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I was looking at my apache logs and saw this:

[Wed Feb 02 00:56:54 2011] [error] [client 93.190.64.23] File does not exist: /srv/www/dogself.com/public_html/db
[Wed Feb 02 00:56:54 2011] [error] [client 93.190.64.23] File does not exist: /srv/www/dogself.com/public_html/sqlmanager
[Wed Feb 02 00:56:54 2011] [error] [client 93.190.64.23] File does not exist: /srv/www/dogself.com/public_html/mysqlmanager
[Wed Feb 02 00:56:54 2011] [error] [client 93.190.64.23] File does not exist: /srv/www/dogself.com/public_html/php-myadmin
[Wed Feb 02 00:56:54 2011] [error] [client 93.190.64.23] File does not exist: /srv/www/dogself.com/public_html/phpmy-admin
[Wed Feb 02 00:56:54 2011] [error] [client 93.190.64.23] File does not exist: /srv/www/dogself.com/public_html/webadmin
[Wed Feb 02 00:56:54 2011] [error] [client 93.190.64.23] File does not exist: /srv/www/dogself.com/public_html/sqlweb
[Wed Feb 02 00:56:54 2011] [error] [client 93.190.64.23] File does not exist: /srv/www/dogself.com/public_html/websql
[Wed Feb 02 00:56:54 2011] [error] [client 93.190.64.23] File does not exist: /srv/www/dogself.com/public_html/webdb
[Wed Feb 02 00:56:54 2011] [error] [client 93.190.64.23] File does not exist: /srv/www/dogself.com/public_html/mysqladmin
[Wed Feb 02 00:56:55 2011] [error] [client 93.190.64.23] File does not exist: /srv/www/dogself.com/public_html/mysql-admin
[Wed Feb 02 00:56:55 2011] [error] [client 93.190.64.23] File does not exist: /srv/www/dogself.com/public_html/admin

Is there a recourse I can take against this that isn't too involved? I wouldn't mind blacklisting all IPs that ever request /phpmy-admin for example.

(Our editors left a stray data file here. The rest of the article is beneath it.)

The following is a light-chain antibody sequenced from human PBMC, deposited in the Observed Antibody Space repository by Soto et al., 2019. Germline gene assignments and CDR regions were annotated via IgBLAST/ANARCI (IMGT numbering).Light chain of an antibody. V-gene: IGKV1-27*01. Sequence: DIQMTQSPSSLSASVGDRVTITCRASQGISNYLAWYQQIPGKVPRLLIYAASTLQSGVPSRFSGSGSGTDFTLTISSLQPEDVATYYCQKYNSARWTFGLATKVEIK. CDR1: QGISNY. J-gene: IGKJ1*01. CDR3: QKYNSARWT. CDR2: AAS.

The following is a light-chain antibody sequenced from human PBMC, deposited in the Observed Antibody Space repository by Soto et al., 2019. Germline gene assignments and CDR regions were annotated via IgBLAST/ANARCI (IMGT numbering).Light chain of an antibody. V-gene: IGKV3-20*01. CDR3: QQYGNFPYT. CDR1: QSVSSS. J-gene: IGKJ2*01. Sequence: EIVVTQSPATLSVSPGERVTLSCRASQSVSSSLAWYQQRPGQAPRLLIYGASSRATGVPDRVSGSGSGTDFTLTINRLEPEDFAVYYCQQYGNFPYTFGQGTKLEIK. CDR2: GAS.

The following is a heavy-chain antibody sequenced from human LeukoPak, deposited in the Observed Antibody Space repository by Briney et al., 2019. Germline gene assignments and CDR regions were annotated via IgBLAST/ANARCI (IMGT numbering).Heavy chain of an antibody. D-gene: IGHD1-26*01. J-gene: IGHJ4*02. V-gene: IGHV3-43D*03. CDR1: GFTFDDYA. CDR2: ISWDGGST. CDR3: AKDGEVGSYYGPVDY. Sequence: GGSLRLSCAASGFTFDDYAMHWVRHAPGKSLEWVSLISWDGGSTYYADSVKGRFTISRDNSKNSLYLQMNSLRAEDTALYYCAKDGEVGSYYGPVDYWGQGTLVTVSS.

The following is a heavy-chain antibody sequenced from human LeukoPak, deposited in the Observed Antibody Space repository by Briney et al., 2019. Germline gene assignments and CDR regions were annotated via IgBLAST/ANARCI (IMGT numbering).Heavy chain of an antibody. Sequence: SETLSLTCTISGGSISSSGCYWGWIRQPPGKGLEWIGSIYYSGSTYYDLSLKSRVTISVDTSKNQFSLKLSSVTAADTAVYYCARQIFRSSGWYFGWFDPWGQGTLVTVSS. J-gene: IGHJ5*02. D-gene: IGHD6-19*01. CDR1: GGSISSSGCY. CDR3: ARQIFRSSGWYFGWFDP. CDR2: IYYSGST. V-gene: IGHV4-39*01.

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migrated from stackoverflow.com May 10 '11 at 10:58

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3 Answers

In your httpd.conf you need to ensure that where you have:

<Directory /srv/www/dogself.com/public_html/the-real-phpmyadmin-folder>
  ...
</Directory>

You add the following:

Order deny,allow
Deny from all
Allow from <your ip>

Now no-one can access phpmyadmin unless they're coming from your IP. Another thing you could do is talked about here.

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If you must, then use 'fail2ban' to dynamically configure your firewall, and/or mod_security, and/or a custom handler for these urls which reconfigures your firewall.

But all you are likely to achieve is block requests which would have returned a 404 response anyway.

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First make sure there is no vulnerable software on your apache webserver, such as older versions of phpmyadmin (why would the outside world need access to phpmyadmin anyway).

After that you may try for example fail2ban. Be careful with your filtering rules, causing a lot of 404 errors is not an attack by itself. And trying to block things like this can backfire.

Other options are mod_security or an http screening firewall.

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